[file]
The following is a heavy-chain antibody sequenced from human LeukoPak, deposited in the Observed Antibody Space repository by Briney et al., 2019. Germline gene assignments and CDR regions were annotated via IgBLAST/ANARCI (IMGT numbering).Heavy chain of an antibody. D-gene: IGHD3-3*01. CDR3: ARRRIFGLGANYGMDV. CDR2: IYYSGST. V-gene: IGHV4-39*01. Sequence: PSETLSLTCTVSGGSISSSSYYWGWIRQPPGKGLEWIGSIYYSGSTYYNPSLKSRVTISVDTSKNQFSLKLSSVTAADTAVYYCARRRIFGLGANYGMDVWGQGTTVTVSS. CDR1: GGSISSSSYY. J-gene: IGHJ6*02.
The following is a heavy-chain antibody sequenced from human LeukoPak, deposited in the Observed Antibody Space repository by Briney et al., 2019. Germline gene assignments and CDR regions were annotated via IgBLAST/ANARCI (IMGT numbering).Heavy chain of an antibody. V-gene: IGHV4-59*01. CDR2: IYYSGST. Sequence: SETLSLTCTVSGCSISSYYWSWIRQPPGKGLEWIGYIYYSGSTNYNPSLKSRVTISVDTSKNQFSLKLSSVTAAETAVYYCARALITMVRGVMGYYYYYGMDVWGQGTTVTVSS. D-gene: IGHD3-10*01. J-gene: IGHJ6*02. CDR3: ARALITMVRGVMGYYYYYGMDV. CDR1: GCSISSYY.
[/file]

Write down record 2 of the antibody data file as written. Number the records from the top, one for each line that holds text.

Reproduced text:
The following is a heavy-chain antibody sequenced from human LeukoPak, deposited in the Observed Antibody Space repository by Briney et al., 2019. Germline gene assignments and CDR regions were annotated via IgBLAST/ANARCI (IMGT numbering).Heavy chain of an antibody. V-gene: IGHV4-59*01. CDR2: IYYSGST. Sequence: SETLSLTCTVSGCSISSYYWSWIRQPPGKGLEWIGYIYYSGSTNYNPSLKSRVTISVDTSKNQFSLKLSSVTAAETAVYYCARALITMVRGVMGYYYYYGMDVWGQGTTVTVSS. D-gene: IGHD3-10*01. J-gene: IGHJ6*02. CDR3: ARALITMVRGVMGYYYYYGMDV. CDR1: GCSISSYY.